What is it?
Hepatitis A is an inflammation (swelling) of the liver caused by the hepatitis A virus.
Most people who have hepatitis A recover completely. Once people recover, they are immune for life to the hepatitis A virus (i.e., their bodies produce antibodies which will protect them from re-infection).
How is it spread?
Hepatitis A virus is found in the feces (stool) of infected people. The virus can be spread by sexual activity involving fecal/oral contact such as rimming (anal/oral sex), anal sex, handling a used condom after anal sex, or fingering your partner’s anus and then putting your finger in your mouth.
The virus can also be spread through exposure to contaminated food or water. It can be passed by someone infected with the virus who does not wash their hands carefully after a bowel movement and then touches something you eat.
What are the symptoms?
Thirty per cent of adults show no symptoms. Most people develop flu-like symptoms such as loss of appetite, severe fatigue, fever, and stomach upset. Other symptoms may include dark urine, light-coloured stools, abdominal discomfort, and/or jaundice (yellowish skin or eyes).
Symptoms usually appear two to seven weeks after exposure and can last up to several months.
How is it diagnosed?
Hepatitis A is diagnosed through a blood test. If you test positive for hepatitis A, your health care provider will order blood tests to evaluate liver function. Follow-up blood tests are repeated to assess recovery.
What are the complications?
How is it treated?
Hepatitis A usually clears up on its own in four to six weeks and does not require treatment. People with hepatitis A should make sure to get plenty of rest and avoid alcohol, fatty foods, and any substances that are toxic to the liver, including acetaminophen.
What about sexual partners?
If you have hepatitis A, anyone you live with as well as any sexual contacts should receive the hepatitis A vaccine. They may also be given immune globulin which, if given within two weeks of exposure, can help prevent a hepatitis infection from occurring.
It is a good idea to have regular check-ups with your healthcare provider until you have completely recovered from the infection.
There is a vaccine to prevent hepatitis A. The vaccine is given in two doses six months apart. All people at high risk for infection should consider receiving the vaccine, including close contacts of a person with hepatitis A infection, men who have sex with men, and injection and non-injection drug users. This vaccine is also recommended for people with chronic liver disease (including hepatitis C), people infected with HIV, and people who travel to regions with inadequate sanitation.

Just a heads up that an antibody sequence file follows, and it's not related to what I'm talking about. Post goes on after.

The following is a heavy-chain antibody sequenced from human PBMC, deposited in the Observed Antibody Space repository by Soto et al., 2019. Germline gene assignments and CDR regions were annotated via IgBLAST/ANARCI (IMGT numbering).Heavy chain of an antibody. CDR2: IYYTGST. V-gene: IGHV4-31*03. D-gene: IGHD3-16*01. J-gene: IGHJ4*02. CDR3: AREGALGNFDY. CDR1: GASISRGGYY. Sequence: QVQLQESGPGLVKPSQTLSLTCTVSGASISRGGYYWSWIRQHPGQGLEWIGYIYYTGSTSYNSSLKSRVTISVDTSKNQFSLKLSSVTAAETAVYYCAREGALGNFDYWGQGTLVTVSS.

Other prevention measures include washing your hands carefully after bowel movements, after sex, before making food, and before eating, drinking or smoking. Make sure genital and anal areas are clean before having sex.
Hepatitis A vaccine side effects
Most common: Soreness and redness (mild and short-term) at the injection site
Uncommon: Fever, fatigue, headaches, and flu-like symptoms
Rare: The risk of developing a severe allergic reaction (hives, difficulty breathing, and/or swelling of the face or mouth) is extremely rare (less than one in 500, 000). It usually occurs within the first 15 minutes after the injection so you should remain in the clinic for 15 minutes after each dose of the vaccine. If you have a severe allergic reaction to the first dose, you should not get the second vaccination.
Note: There is no evidence that hepatitis A vaccination causes any chronic conditions such as chronic fatigue syndrome, rheumatoid arthritis, multiple sclerosis orGuillain-Barre syndrome.